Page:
ANKARA(Reuters)–Washington has requested a break in talks on sending Turkish troops to join US-led forces in Iraq–Turkish Prime Minister Tayyip Erdogan was quoted on Friday as saying.
NATO-member Turkey has offered to contribute troops to try to help stabilize its war-torn southern neighbor–but talks with US officials have so far yielded no firm details of any deployment since parliament approved the idea early this month.
"The United States has just approached our chiefs of staff saying ‘Give us a little time–let us continue with our work–and then we’ll move forward’,” Turkish NTV television’s Web site quoted him as saying. "Taking a break in talks does not mean the talks are over.” US officials in Ankara declined to comment on the report. Washington–initially keen to call on Turkish troops to support its own harried forces–appears to have back-pedaled following strong opposition from inside and outside Iraq.
Speaking on a visit to Tajikistan–Erdogan said he did not know what the United States would do next.
"If they present a proposal then we’ll examine it and make a decision,” the NTV Web site quoted him as saying.
"We have no great ambition to have our troops in Iraq–but we are always ready as a government to send them.”
Turkish public opinion is firmly against sending troops–but the offer has helped Ankara mend broken fences with Washington after parliament’s surprise vote in March to prevent US troops invading Iraq from south-eastern Turkey.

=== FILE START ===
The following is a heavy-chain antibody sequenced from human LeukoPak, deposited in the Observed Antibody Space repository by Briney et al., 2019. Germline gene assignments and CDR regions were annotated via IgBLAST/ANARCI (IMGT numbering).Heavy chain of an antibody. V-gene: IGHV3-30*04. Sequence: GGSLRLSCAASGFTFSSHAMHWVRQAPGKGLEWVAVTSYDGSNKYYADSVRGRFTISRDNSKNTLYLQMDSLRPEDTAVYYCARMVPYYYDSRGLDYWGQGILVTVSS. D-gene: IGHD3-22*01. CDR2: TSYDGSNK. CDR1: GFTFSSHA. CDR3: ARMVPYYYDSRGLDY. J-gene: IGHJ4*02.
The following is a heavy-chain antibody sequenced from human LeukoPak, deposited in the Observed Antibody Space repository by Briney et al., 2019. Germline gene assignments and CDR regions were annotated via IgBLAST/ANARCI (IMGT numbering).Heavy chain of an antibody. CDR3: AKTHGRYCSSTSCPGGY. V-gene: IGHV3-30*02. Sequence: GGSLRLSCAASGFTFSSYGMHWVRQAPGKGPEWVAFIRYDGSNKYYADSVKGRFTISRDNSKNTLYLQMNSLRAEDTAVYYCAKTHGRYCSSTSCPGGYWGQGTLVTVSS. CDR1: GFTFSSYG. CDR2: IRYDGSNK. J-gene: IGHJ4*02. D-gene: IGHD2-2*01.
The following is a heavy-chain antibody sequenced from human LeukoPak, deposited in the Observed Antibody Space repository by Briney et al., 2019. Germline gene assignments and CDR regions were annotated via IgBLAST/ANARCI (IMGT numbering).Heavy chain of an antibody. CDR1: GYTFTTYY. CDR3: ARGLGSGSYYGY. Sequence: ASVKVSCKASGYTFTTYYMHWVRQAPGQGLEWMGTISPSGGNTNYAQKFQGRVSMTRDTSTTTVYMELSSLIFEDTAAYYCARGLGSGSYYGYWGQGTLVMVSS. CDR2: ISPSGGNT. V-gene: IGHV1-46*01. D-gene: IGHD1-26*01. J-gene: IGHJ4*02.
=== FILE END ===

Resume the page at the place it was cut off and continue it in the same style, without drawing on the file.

The rapprochement paved the way for a $8.5 billion US loan offer to help Turkey tackle its huge debt mountain. Both sides deny the cash is tied to Turkish deployment–although Washington says disbursement rests on Turkey’s "cooperation” in Iraq.
Many analysts take that to mean that Turkish troops would not necessarily have to go to Iraq. But Ankara should not take any unilateral action against Turkish Kurdish guerrillas holed up inside northern Iraq–US officials say.
Turkey has said it is not in a hurry to draw down the money–and Erdogan explicitly declined on Friday to rule out action against the Kurdish rebels.
It is clear that Turkish troops will bother certain circles if they travel there… But if Turkish troops don’t go to Iraq that won’t affect our potential to intervene in northern Iraq,” he said.
Turkey already has several thousand soldiers stationed just inside northern Iraq to crack down on Kurdistan Workers’ Party (PKK) guerrillas after a decades-long conflict in south-eastern Turkey that cost more than 30,000 lives.
Washington has signed a preliminary pact with Ankara on how to deal with the threat posed by the PKK–included on the US list of "terrorist” groups.